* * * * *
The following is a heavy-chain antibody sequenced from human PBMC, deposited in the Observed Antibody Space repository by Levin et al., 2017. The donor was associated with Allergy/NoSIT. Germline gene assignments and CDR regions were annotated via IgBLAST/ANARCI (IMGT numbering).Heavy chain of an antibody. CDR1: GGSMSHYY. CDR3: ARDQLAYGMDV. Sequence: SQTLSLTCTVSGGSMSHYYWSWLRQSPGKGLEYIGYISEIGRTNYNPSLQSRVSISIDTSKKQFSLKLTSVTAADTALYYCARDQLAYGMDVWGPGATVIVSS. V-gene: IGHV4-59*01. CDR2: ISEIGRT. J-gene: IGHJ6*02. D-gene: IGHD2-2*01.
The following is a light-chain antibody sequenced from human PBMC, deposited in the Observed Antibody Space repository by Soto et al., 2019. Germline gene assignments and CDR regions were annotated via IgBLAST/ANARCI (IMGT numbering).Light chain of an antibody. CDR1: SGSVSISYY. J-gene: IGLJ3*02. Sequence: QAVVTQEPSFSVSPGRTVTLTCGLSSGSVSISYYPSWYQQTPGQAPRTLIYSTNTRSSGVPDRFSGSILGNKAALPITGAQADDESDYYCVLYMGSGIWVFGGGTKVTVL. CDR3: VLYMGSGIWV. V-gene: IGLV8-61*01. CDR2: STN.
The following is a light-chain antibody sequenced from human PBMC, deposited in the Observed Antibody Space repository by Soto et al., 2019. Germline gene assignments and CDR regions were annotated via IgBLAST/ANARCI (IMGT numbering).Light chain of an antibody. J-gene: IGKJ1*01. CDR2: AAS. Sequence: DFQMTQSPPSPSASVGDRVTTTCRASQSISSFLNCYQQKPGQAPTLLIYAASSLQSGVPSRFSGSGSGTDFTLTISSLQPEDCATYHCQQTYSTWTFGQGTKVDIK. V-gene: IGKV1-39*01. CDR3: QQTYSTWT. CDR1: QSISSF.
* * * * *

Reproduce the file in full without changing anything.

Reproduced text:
The following is a heavy-chain antibody sequenced from human PBMC, deposited in the Observed Antibody Space repository by Levin et al., 2017. The donor was associated with Allergy/NoSIT. Germline gene assignments and CDR regions were annotated via IgBLAST/ANARCI (IMGT numbering).Heavy chain of an antibody. CDR1: GGSMSHYY. CDR3: ARDQLAYGMDV. Sequence: SQTLSLTCTVSGGSMSHYYWSWLRQSPGKGLEYIGYISEIGRTNYNPSLQSRVSISIDTSKKQFSLKLTSVTAADTALYYCARDQLAYGMDVWGPGATVIVSS. V-gene: IGHV4-59*01. CDR2: ISEIGRT. J-gene: IGHJ6*02. D-gene: IGHD2-2*01.
The following is a light-chain antibody sequenced from human PBMC, deposited in the Observed Antibody Space repository by Soto et al., 2019. Germline gene assignments and CDR regions were annotated via IgBLAST/ANARCI (IMGT numbering).Light chain of an antibody. CDR1: SGSVSISYY. J-gene: IGLJ3*02. Sequence: QAVVTQEPSFSVSPGRTVTLTCGLSSGSVSISYYPSWYQQTPGQAPRTLIYSTNTRSSGVPDRFSGSILGNKAALPITGAQADDESDYYCVLYMGSGIWVFGGGTKVTVL. CDR3: VLYMGSGIWV. V-gene: IGLV8-61*01. CDR2: STN.
The following is a light-chain antibody sequenced from human PBMC, deposited in the Observed Antibody Space repository by Soto et al., 2019. Germline gene assignments and CDR regions were annotated via IgBLAST/ANARCI (IMGT numbering).Light chain of an antibody. J-gene: IGKJ1*01. CDR2: AAS. Sequence: DFQMTQSPPSPSASVGDRVTTTCRASQSISSFLNCYQQKPGQAPTLLIYAASSLQSGVPSRFSGSGSGTDFTLTISSLQPEDCATYHCQQTYSTWTFGQGTKVDIK. V-gene: IGKV1-39*01. CDR3: QQTYSTWT. CDR1: QSISSF.